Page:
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Preface

Preface

This book is a guide to making usability a routine practice within an enterprise, be it commercial or government. Every organization has special needs: There is no one simple approach that fits all organizations. What this book provides, however, is a solid methodology, not for usability engineering (that's been done before and exists in various forms), but for the part that is truly missing—the institutionalization of usability. This institutionalization methodology is not new. It is simply a synthesis of the best practices and insights from hundreds of companies in the forefront of this effort. This book will give you insights into the appropriate institutionalization activities, infrastructure, and staffing. It will give you tips on how to recognize quality, and how to time and sequence components. The combination of elements is unique for each organization, but this book can be a road map, a mine detector, and a shopping list for you.

There is a misconception that the institutionalization of usability will simply be a matter of doing more of what we have done in the past. A simple analogy will illustrate why this is a misconception. Imagine that we are back in pre-industrial times and that we have a small hut in the forest where we have made a primitive brick forge to produce swords. We create the swords by using a hand bellows and then hammering the metal against a rock. We find the swords to be very useful and realize we need one for everyone in our army. We need thousands of swords. Is our solution to build lots of little huts? Of course not. We need a factory.

Today, the usability engineering process is still being done in a hut. Usability engineers are typically thrown alone into a large organization and left unsupported. There is no established user-centric methodology or set of tools. Every questionnaire is reinvented from scratch. Every deliverable is conceived and crafted by hand. Then we wonder why user-centered design can seem inefficient! It should be no surprise if the results are not consistent, not repeatable, and not reliable.

Currently, good usability practitioners know how to make software usable. We have a billion dollars worth of research and 50 years of practice. But, the usability industry has not matured nearly as much as the software development industry. Usability professionals rarely complete a systematic and repeatable methodology. They rarely work with a complete toolset and set of standards. They are rarely formally trained to complete all the tasks in their area of responsibility. They rarely have comprehensive quality assurance. And perhaps of greatest concern, they are rarely integrated into the routine development process. We know how to make an application usable, but we don't generally know how to put these techniques into practice in a systematic way that is efficient and works well within an organization.

This is the next frontier in the usability field and it is also the focus of this book. This book provides insights into the deep changes necessary to put user-centered design to work routinely within your organization. This book also provides a guided series of activities and milestones that will chart your course to fully mature and institutionalized usability engineering.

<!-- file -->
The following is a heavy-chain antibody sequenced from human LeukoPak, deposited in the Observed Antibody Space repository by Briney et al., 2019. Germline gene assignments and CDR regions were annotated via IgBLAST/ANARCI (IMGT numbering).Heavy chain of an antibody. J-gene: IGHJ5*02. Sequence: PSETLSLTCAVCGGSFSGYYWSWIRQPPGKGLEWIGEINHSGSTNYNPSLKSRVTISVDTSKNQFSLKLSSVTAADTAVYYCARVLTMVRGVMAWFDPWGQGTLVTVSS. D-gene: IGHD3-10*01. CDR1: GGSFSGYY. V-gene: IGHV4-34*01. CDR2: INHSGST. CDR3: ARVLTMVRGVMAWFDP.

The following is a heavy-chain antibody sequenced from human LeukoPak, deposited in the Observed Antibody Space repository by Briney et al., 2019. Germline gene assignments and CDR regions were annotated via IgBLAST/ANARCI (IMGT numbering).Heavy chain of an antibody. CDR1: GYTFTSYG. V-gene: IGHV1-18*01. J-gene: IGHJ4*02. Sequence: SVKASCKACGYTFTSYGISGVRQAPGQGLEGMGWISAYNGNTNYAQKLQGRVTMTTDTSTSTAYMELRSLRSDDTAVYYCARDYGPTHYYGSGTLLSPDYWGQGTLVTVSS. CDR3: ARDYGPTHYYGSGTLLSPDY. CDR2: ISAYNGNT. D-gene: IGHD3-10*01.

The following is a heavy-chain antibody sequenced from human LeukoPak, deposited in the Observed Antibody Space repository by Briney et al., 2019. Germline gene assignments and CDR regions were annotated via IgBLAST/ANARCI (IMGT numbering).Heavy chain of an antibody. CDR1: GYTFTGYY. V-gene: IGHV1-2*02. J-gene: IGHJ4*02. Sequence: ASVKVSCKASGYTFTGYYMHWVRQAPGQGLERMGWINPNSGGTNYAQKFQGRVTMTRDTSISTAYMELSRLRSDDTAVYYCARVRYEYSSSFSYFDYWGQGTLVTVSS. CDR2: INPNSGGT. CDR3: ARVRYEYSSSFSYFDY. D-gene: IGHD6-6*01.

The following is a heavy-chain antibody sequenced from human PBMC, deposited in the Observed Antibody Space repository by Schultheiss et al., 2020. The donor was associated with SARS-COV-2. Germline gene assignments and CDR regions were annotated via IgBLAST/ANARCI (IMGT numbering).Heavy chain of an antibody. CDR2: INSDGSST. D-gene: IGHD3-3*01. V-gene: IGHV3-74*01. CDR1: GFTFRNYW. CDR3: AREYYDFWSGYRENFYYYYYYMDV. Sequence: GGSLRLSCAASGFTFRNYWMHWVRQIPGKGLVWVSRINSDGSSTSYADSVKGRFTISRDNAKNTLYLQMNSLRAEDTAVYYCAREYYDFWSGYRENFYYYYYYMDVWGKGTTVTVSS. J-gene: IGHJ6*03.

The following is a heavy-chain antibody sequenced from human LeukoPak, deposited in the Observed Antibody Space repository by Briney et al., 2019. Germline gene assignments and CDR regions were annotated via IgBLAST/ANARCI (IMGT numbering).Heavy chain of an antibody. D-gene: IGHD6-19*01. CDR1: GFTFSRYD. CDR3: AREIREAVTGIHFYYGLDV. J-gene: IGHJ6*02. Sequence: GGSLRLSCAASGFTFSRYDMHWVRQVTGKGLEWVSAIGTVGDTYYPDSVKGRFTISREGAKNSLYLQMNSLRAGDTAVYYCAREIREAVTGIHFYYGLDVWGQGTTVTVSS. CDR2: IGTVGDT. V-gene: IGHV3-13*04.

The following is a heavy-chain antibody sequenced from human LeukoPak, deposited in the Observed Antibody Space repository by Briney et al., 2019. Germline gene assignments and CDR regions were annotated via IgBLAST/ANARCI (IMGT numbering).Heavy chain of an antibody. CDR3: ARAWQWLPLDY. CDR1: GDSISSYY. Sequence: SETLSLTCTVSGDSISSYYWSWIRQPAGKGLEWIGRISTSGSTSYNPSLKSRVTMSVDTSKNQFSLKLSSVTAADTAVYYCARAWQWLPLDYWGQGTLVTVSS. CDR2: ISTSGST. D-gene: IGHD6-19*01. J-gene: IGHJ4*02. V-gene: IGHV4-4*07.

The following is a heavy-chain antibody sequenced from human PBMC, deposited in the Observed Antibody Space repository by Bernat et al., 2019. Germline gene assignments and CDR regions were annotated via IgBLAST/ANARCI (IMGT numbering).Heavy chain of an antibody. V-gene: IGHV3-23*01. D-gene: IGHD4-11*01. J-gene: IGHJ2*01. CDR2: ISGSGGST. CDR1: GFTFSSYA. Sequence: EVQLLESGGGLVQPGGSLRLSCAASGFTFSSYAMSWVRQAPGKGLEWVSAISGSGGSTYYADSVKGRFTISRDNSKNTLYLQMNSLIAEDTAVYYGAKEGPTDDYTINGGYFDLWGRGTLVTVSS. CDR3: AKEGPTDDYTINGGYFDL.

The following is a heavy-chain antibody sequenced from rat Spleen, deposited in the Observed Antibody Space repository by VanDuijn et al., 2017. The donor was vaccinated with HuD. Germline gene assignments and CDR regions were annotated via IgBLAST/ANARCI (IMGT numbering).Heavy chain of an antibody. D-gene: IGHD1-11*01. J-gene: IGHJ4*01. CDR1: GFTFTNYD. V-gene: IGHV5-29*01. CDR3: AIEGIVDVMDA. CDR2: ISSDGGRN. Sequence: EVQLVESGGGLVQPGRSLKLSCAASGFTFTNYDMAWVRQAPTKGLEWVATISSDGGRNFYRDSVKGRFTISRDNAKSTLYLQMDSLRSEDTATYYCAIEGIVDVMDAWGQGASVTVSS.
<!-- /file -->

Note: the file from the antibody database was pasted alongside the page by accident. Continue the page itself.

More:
This book is about how to create a usability “factory.” It is about how to create a reliable and repeatable process. It is about how to ensure efficiency. Following this process means that usability efforts will have to be done differently than before. Just as a computer programmer would never suggest going back to the early days “in the garage,” no usability expert should accept the lack of a systematic methodology and professional infrastructure. Usability practitioners of the future will look back with amusement at our current piecemeal approach. This book is a guide to this more mature usability engineering process.

It is time for us to get serious about the institutionalization of usability because usability has become extremely important. Usability is now the key differentiator in the information age. Imagine the CEO of a large insurance company standing before her stockholders and telling them there is bad news this year. The company has been vanquished by the competition...because the competition has better laptop computers. Seems like an unlikely excuse? That's because hardware is now a commodity. It takes serious work to create good hardware, but everyone has it, and it does not represent a differentiator between companies. You just buy adequate hardware.

Hardware was the first wave of the information age. In the 1980s, it was a challenge to get adequate hardware, and it was an important differentiator that could determine corporate success. But at the end of the 1980s, the software industry realized that “software sells the hardware,” and good software became the differentiator. Companies who could create stable software with the right functionality won big. This was the second wave.

Now in the new millennium, software has become a commodity. Everyone can create a database. Everyone can get connectivity. Children can code in HTML. Software is no longer a differentiator. Software coding is being done with better and better power tools and being outsourced to countries with lower labor costs. We are now entering the third wave of the information age.

What is the remaining differentiator in this information age? It is the ability to build practical, useful, usable, and satisfying applications and web sites. Very few companies do this well, because this requires creating a full and integrated usability engineering capability. As you will see throughout this book, the journey to routine usability requires a serious effort and the path has many pitfalls.

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